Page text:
Hundreds flock to the grand opening of Three Bridges Park in the Menomonee Valley

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Milwaukee Mayor Tom Barrett, Laura Bray, executive director of the Menomonee Valley Partners, and others cut the ribbon during the grand opening ceremony for Three Bridges Park. (Photo by Brendan O’Brien)

Desolate wasteland once used as a railyard has given way to Three Bridges Park, an open stretch of scenic trails winding through the Menomonee Valley that was recently officially opened to the public.

Under sunny skies, a few hundred people celebrated the opening of the 24-acre park between 27th and 37th streets that, along with the trails, is home to three bike and pedestrian bridges and native landscaping. The park will also be a venue for a river restoration effort, community gardens, public art and a natural habitat.

“This is a great day for Milwaukee,” said Milwaukee Mayor Tom Barrett during the ceremony. “We are witnessing truly a renaissance that is occurring right here in the Menomonee Valley. This is a proud day for our city.”

The park is part of a $25 million “From the Ground Up” project that began in 2002 to reclaim land along the Menomonee River. The project also consists of extending the Hank Aaron State Trail six miles to the west.

Drummers lead hundreds into the Three Rivers Park during the grand open ceremony. (Photo by Brendan O’Brien)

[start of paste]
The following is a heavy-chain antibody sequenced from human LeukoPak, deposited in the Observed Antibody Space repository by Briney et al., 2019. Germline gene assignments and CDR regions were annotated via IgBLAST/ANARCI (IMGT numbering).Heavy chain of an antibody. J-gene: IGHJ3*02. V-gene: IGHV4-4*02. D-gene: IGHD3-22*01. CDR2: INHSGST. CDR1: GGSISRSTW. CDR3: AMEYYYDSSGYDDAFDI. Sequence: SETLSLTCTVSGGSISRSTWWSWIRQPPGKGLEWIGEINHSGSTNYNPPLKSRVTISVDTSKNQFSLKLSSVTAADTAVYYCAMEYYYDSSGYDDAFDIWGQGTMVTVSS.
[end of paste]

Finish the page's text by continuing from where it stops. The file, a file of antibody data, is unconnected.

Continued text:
The project is “about connecting jobs, nature and neighbors together,” said Laura Bray, executive director of the Menomonee Valley Partners.

Trails now connect the Mitchell Park Domes, 524 S. Layton Blvd., and the commercial area along 27th street to the Menomonee Valley Industrial Center and the Menomonee Valley branch of the Urban Ecology Center, 3700 W. Pierce St., which opened in September 2012.

Ken Leinbach, director the Urban Ecology Center, told the crowd that he “actually start(ed) to well (up) and cry just a little bit” when he rode his unicycle into the park before the grand opening that morning. “Everybody has been working so hard and so long for this day and we have a glorious day that is blessed. It’s amazing” he said.

The ecology center will use the park as an outdoor science classroom to teach visitors about their natural surroundings, according to project officials.

“The best part is to see the younger kids here. They get to understand something other than the iPad and the video games,” said Gail Pavletic as she enjoyed a small bowl of ice cream.

The grand opening event was also comprised of demonstrations, free ice cream, live music and local food vendors. Before dignitaries gave their remarks and cut the ceremonial ribbon to open the park, a small band of protesters briefly disrupted the event, using a bullhorn to voice their displeasure over the health and safety practices at the nearby Palermo’s Pizza facility.

The project was spearheaded by the Menomonee Valley Partners and the Urban Ecology Center, which collaborated with the City of Milwaukee and the state Department of Transportation. Hundreds of businesses, organizations and individuals have helped fund the project, which will cost $1 million less than anticipated, according to park officials.

The project is part of a broader public effort to revitalize the valley. During the past 14 years, 39 companies have moved into the Menomonee Valley, creating 5,000 jobs and one million square feet of sustainably designed buildings.

“I saw it before it got developed. It’s pretty neat to see it from an idea to reality,” said Terry Pavletic, who has worked at Joy Global, located on the southwest corner of the valley, for 34 years. “From what it was to what it is, it’s a big difference.”

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